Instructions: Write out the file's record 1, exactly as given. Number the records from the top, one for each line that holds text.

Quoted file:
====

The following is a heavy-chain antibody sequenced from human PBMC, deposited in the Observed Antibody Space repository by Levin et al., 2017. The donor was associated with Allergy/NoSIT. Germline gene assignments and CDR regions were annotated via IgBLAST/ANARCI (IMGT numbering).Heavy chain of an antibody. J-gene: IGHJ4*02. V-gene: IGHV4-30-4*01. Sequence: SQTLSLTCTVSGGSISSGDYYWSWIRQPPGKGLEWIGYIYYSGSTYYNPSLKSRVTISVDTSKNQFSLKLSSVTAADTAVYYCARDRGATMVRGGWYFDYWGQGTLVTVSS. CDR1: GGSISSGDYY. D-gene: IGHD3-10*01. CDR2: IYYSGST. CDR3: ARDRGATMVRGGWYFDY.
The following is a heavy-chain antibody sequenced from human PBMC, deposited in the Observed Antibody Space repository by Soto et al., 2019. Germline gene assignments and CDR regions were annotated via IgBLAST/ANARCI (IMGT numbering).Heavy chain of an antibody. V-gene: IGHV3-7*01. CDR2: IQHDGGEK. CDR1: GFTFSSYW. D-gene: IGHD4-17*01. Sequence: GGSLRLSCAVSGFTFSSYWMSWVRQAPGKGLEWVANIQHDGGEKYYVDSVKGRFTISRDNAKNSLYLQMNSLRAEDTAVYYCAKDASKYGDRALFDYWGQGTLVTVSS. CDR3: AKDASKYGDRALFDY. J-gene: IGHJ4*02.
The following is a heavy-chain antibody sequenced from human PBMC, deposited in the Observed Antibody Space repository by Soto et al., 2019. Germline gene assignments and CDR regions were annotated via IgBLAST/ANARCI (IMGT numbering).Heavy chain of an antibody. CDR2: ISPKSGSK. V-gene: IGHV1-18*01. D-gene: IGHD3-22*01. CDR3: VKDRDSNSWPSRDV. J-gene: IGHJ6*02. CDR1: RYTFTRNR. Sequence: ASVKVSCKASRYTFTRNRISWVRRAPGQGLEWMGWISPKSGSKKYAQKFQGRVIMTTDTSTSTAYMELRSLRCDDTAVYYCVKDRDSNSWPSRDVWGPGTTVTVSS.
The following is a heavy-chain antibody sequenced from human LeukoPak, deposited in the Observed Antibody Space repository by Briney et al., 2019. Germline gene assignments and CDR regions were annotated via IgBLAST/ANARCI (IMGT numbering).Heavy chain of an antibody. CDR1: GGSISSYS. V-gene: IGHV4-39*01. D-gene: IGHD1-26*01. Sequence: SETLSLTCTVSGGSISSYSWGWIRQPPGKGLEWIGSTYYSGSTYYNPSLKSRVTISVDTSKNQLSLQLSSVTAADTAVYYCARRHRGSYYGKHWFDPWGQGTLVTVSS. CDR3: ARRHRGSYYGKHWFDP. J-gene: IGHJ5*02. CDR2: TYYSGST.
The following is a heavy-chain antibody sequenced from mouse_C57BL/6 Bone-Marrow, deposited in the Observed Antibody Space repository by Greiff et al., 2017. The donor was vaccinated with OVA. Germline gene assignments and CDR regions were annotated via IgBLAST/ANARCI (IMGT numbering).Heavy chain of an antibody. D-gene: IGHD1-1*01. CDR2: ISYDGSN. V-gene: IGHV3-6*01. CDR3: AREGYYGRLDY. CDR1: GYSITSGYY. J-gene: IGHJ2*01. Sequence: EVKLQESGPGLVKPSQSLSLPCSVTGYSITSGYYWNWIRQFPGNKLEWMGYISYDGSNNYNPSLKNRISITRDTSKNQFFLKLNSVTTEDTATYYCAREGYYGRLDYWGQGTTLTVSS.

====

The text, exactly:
The following is a heavy-chain antibody sequenced from human PBMC, deposited in the Observed Antibody Space repository by Levin et al., 2017. The donor was associated with Allergy/NoSIT. Germline gene assignments and CDR regions were annotated via IgBLAST/ANARCI (IMGT numbering).Heavy chain of an antibody. J-gene: IGHJ4*02. V-gene: IGHV4-30-4*01. Sequence: SQTLSLTCTVSGGSISSGDYYWSWIRQPPGKGLEWIGYIYYSGSTYYNPSLKSRVTISVDTSKNQFSLKLSSVTAADTAVYYCARDRGATMVRGGWYFDYWGQGTLVTVSS. CDR1: GGSISSGDYY. D-gene: IGHD3-10*01. CDR2: IYYSGST. CDR3: ARDRGATMVRGGWYFDY.